Despite Educational Gains in the Past 25 Years, Women in Utah Still Face Higher Rates of Poverty Than Men

According to a new report released today by the Institute for Women’s Policy Research, Utah received a C-minus on indicators related to women’s poverty and opportunity, ranking 29th in the United States. 

IWPR’s Poverty & Opportunity Composite Index scores the states based on four indicators: educational attainment, business ownership, poverty, and access to health insurance coverage. Overall, the status of women in these areas has worsened in the majority of states (29) in the last decade. In 21 states and the District of Columbia, women’s status with regard to poverty and opportunity has improved. In Utah, the Poverty & Opportunity score has worsened slightly since 2004, when the state received a C.

In every state, there are more women living in poverty than men. In Utah, 86.5 percent of women over 18 are living above poverty, compared with 89.7 percent of men. Native American and Hispanic women in Utah are much more likely to live in poverty than white and Asian women. Women remain less economically secure then men even though women throughout the United States continue to outpace men in earning college degrees. In Utah 28.9 percent of women hold a bachelor’s degree or higher, compared with 33.7 percent of men. This can be explained by the fact that Utah women hold fewer graduate or professional degrees than men in Utah (7.9 percent compared with 12.8 percent), according to the 2014 research briefing The Well-Being of Women in Utah: An Overview (IWPR, YWCA Utah).

An unfortunate trend toward greater educational attainment and greater economic insecurity appeared among Millennial women. In Utah, Millennial women are more likely to have a bachelor’s degree or higher (31 percent) than Millennial men (28.5 percent). Yet, Millennial women in Utah are also more likely to live in poverty than Millennial men: 19.2 percent of Millennial women live below poverty, compared with 15.2 percent of Millennial men.

As more women attain a college education, the gender wage gap continues to be a persistent issue for working women. If women received equal pay, IWPR researchers estimate that the poverty rate for all working women in the United States would be cut by more than half, declining from 8.1 percent to 3.9 percent.

“Women in Utah have made educational gains in the last 25 years, but still face a persistent gender wage gap and higher rates of poverty than men in the state,” said Anne Burkholder, CEO of the YWCA Utah. “These trends are even more pronounced for women of color, requiring broad-based efforts to increase all women’s access to economic opportunity, narrow the wage gap, and improve the well-being of women, families, and communities in Utah for generations to come.”

The report shows that while women have made great gains in education in recent years, access to education varies across racial and ethnic groups. Nationally, Asian/Pacific Islander women are the most likely to have a bachelor’s degree or higher (48.4 percent), while Hispanic women are the least likely (15.3 percent). In Utah, Hispanic women are the least likely to have high school diploma; 33 percent of Hispanic women have less than a high school diploma, compared with just 4.7 percent of white women without a high school diploma.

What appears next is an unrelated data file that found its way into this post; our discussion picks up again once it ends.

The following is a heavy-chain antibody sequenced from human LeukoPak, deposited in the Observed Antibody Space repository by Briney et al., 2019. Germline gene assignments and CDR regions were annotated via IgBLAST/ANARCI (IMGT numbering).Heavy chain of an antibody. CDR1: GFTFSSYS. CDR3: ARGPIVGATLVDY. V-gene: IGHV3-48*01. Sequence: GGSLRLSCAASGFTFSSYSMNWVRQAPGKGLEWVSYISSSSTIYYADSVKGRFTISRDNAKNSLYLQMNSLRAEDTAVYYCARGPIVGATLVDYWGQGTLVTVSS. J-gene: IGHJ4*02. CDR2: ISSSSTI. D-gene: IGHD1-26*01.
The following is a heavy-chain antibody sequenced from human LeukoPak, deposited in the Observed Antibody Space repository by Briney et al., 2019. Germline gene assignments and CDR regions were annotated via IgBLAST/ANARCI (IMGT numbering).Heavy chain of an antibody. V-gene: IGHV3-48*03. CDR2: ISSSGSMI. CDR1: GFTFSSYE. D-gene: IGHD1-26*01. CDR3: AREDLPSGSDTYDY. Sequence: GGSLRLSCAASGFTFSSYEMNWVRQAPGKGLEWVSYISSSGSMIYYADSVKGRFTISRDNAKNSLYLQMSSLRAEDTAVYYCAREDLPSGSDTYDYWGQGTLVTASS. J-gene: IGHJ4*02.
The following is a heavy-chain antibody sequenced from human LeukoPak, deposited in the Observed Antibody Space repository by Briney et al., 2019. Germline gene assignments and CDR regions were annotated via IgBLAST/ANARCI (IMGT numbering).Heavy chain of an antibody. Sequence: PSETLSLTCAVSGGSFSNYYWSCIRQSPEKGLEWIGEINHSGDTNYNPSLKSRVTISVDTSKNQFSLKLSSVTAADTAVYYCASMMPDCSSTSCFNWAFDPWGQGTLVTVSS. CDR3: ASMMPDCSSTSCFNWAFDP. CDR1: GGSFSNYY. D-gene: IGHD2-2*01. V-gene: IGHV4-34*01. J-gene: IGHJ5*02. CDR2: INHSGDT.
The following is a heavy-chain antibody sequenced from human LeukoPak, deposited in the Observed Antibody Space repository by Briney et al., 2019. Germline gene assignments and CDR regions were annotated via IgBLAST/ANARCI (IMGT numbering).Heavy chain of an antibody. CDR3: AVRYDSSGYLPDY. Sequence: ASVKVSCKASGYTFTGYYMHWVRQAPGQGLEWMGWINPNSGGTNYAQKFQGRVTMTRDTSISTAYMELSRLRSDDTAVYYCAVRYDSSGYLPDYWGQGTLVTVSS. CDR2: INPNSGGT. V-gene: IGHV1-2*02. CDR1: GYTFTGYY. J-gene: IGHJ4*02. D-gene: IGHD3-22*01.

Women in Utah also own a much smaller share of businesses than men.  In Utah, women own 24.9 percent of businesses, ranking the state 46th in the nation for the share of businesses owned by women. One recent study, however, has indicated that Utah is among the top ten states with the fastest estimated growth in women-owned businesses between 1997 and 2014 (American Express Open 2014).  Between 1997 and 2007, the proportion of women-owned businesses in the United States increased marginally from 26.0 percent to 28.8 percent.

In 2013, 17 percent of women in Utah lacked health insurance. Hispanic, non-union women are particularly unlikely to have access to health insurance, with less than half of this population receiving coverage. Data reflecting current coverage rates at the state level are not yet available. The number of women with access to health insurance in the state may be affected by provisions in the Affordable Care Act (ACA), given that Utah has not adopted the ACA’s Medicaid expansion.

Poverty rates vary considerably depending on whether women (and men) have children. Single mothers have the highest rates of poverty in every state. Utah ranks 22nd in the number of households headed by single women with children that live below poverty (41.5 percent). Single mothers include those who are never married, married with an absent spouse, divorced, separated, or widowed. They include mothers who are survivors of domestic violence and who are separated or divorced from their husbands. IWPR researchers estimate that if working single mothers in the United States received equal pay, the very high and persistent poverty rate for families with a working single mother would be cut nearly in half, from 28.7 percent to 15 percent.

Additional data on poverty and opportunity among millennial women, older women, immigrant women and women living with same-sex partners, along with detailed breakdowns by race and ethnicity, is available at